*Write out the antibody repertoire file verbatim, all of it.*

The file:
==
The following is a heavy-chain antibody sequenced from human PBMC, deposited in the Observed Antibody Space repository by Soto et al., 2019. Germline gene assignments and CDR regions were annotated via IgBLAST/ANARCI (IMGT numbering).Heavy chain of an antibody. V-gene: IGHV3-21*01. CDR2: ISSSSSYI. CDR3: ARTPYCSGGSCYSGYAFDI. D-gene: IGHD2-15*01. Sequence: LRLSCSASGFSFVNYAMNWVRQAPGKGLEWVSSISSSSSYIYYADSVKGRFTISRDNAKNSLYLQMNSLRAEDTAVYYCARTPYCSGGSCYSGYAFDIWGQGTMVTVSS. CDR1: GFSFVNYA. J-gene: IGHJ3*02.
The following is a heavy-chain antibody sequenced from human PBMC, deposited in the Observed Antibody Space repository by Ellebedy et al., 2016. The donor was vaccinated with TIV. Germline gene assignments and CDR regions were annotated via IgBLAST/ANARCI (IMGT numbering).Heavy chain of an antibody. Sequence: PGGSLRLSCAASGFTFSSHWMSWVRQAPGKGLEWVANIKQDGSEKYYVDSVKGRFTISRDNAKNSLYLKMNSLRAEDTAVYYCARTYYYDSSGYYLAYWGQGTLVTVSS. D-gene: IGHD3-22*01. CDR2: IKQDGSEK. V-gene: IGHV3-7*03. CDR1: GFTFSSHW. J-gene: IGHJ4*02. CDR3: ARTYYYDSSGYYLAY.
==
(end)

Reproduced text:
The following is a heavy-chain antibody sequenced from human PBMC, deposited in the Observed Antibody Space repository by Soto et al., 2019. Germline gene assignments and CDR regions were annotated via IgBLAST/ANARCI (IMGT numbering).Heavy chain of an antibody. V-gene: IGHV3-21*01. CDR2: ISSSSSYI. CDR3: ARTPYCSGGSCYSGYAFDI. D-gene: IGHD2-15*01. Sequence: LRLSCSASGFSFVNYAMNWVRQAPGKGLEWVSSISSSSSYIYYADSVKGRFTISRDNAKNSLYLQMNSLRAEDTAVYYCARTPYCSGGSCYSGYAFDIWGQGTMVTVSS. CDR1: GFSFVNYA. J-gene: IGHJ3*02.
The following is a heavy-chain antibody sequenced from human PBMC, deposited in the Observed Antibody Space repository by Ellebedy et al., 2016. The donor was vaccinated with TIV. Germline gene assignments and CDR regions were annotated via IgBLAST/ANARCI (IMGT numbering).Heavy chain of an antibody. Sequence: PGGSLRLSCAASGFTFSSHWMSWVRQAPGKGLEWVANIKQDGSEKYYVDSVKGRFTISRDNAKNSLYLKMNSLRAEDTAVYYCARTYYYDSSGYYLAYWGQGTLVTVSS. D-gene: IGHD3-22*01. CDR2: IKQDGSEK. V-gene: IGHV3-7*03. CDR1: GFTFSSHW. J-gene: IGHJ4*02. CDR3: ARTYYYDSSGYYLAY.